- Don’t forget the tablecloth. Inexpensive plastic coated ones make great picnic equipment, especially with kids.
- Speaking of kids, don’t forget paper towels for those spills and cleaning wipes to cleanse dirty hands and faces. Put a dry towel and a wet washcloth on your list. Stick the wet washcloth in zip-type plastic bag.
- Bring plenty of liquids. In the fall, when it’s not so warm, it’s easy to overlook the need for liquids. Active kids need to be reminded to drink. Water is the best hydrator but consider juices and slushes. Try mixing soda pop with juice—half juice and half soda or try freezing punches or juices to a slush to take along in the cooler.
- Include fruit in your picnic basket. It keeps well, it’s nourishing, and it’s refreshing. Often fruit satisfies a craving for something sweeter. Add fruits and fruit pieces to green salads and turkey or chicken salads.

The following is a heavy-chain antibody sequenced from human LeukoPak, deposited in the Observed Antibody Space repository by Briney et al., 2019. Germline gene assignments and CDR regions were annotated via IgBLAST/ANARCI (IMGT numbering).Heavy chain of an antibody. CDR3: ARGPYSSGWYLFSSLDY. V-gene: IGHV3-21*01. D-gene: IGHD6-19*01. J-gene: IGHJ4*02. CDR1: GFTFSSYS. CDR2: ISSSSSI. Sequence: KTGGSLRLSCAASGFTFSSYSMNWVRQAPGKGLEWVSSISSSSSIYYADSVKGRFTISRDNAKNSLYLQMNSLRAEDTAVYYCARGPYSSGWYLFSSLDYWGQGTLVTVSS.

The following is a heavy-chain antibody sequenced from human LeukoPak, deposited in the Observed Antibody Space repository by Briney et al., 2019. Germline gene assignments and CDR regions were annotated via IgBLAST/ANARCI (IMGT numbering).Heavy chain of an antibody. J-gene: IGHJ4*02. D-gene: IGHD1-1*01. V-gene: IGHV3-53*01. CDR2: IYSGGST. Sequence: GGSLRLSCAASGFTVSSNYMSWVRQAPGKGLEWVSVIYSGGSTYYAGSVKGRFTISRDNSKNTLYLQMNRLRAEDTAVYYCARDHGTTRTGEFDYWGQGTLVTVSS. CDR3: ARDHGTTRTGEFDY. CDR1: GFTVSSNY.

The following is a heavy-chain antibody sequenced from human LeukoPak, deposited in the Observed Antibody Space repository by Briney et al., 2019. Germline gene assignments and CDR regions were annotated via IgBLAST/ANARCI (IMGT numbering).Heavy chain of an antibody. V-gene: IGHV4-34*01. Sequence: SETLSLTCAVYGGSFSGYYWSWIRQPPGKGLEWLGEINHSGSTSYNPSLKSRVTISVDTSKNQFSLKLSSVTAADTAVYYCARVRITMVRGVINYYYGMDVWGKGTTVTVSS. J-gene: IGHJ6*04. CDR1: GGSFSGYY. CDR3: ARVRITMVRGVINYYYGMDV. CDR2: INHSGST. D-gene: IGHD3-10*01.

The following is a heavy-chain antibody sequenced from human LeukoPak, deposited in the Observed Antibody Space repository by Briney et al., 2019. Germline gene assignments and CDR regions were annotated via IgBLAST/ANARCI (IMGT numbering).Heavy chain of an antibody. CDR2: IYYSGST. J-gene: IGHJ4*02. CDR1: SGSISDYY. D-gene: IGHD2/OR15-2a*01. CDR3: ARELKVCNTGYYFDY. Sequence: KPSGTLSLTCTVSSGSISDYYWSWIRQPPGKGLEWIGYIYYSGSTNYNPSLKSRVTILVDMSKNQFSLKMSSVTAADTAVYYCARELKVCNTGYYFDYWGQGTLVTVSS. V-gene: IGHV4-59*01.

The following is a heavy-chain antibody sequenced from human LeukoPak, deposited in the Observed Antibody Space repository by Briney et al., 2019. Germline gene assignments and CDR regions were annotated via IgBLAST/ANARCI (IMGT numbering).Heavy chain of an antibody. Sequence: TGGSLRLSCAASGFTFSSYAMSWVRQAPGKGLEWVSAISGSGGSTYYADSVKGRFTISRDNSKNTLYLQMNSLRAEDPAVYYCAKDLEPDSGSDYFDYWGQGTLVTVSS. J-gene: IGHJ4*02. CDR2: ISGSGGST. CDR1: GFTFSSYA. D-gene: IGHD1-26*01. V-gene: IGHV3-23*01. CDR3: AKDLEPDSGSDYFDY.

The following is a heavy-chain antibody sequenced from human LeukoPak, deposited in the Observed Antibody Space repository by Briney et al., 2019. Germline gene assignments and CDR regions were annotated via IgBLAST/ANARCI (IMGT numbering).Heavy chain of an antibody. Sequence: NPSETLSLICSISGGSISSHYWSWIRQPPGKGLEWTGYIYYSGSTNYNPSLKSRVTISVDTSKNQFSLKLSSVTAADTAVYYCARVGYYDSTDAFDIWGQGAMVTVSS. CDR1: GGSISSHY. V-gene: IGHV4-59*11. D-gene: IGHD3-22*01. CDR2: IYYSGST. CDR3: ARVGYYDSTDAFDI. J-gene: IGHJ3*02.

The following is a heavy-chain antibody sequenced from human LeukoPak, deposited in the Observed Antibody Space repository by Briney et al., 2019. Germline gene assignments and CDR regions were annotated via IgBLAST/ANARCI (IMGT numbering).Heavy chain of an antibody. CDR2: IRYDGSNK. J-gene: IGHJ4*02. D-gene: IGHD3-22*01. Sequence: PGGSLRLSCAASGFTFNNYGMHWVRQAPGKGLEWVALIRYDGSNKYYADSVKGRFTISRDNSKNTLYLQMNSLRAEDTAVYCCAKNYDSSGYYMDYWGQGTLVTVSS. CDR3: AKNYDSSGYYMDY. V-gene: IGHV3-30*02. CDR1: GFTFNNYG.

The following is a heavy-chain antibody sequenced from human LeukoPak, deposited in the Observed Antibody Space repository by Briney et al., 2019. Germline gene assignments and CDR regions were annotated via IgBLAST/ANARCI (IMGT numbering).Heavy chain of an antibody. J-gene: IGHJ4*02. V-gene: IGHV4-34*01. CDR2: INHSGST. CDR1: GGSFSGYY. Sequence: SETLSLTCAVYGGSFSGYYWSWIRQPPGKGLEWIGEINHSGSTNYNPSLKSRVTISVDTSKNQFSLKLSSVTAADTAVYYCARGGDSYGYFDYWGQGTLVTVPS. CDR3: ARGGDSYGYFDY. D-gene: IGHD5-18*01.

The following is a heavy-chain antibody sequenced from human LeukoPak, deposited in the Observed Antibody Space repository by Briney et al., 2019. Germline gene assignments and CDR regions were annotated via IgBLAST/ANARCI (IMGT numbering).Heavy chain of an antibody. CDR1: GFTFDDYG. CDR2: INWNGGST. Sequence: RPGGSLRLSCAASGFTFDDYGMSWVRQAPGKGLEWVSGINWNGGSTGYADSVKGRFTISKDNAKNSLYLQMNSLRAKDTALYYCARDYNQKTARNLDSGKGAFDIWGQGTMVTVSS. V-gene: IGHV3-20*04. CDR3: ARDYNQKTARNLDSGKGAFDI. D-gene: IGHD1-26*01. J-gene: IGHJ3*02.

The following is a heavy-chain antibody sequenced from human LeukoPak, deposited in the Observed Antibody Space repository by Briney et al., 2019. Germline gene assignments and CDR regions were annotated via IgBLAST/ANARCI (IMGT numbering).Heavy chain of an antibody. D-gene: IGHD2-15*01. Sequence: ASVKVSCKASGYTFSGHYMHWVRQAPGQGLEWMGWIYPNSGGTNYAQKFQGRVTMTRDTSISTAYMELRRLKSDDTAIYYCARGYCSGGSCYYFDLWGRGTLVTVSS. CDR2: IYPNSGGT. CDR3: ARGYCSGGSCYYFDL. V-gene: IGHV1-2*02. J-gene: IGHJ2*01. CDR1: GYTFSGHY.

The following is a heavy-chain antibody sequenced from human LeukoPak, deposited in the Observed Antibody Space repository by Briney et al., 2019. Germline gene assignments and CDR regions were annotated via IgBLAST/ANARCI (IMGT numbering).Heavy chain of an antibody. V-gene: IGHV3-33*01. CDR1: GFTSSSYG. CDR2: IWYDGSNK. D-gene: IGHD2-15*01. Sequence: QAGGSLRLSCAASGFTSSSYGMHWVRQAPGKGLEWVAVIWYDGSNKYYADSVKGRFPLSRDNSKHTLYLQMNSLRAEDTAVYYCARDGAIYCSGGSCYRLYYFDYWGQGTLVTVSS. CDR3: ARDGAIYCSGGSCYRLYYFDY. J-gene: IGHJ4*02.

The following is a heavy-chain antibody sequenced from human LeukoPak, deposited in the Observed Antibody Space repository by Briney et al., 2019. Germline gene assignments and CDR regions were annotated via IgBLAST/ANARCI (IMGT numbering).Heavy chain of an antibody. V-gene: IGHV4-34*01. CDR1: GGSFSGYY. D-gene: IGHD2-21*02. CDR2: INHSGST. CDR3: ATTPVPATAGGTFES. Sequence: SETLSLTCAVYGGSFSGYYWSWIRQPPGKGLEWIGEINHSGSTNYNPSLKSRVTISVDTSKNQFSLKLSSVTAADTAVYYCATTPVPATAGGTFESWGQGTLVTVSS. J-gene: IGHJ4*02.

- Bring along a cutting board and a couple good knives. You’ll be surprised how often you will use them. Cutting boards are especially useful if you are without a picnic table. The hard plastic types are great for picnics. For cleanup, just stick the cutting board in the dishwasher when you get home.
- Perishable foods must be kept cold. Even if it’s cool out, bacteria will grow above 40 degrees. It takes plenty of ice in a cooler to keep foods below forty degrees. Perishable foods should only be allowed to remain above forty degrees for a couple hours.
- Consider adding folding camp chairs to your arsenal. They are comfortable, inexpensive, and compact. With these, you can stop anywhere and have a comfortable picnic and even in the best park, these beat a picnic bench.
- Stick a first aid kit in the car and leave it there all the time. If you have kids, chances are you will need it. Likewise, keep sunscreen and calamine lotion in the car.
- In the fall, be prepared for a change in the weather, especially at higher elevations. Have warm clothing on hand and be aware that that dirt road can become a mire in a prolonged fall storm. When we lived in Alaska, we put sleeping bags in the car each fall and left them there until spring—just in case.
- If you are going into the mountains or woods—off the beaten track—be sure that someone you trust knows where you are going and when you plan to return. Remember that you may not be able to use your cell phone in more remote areas or in the mountains.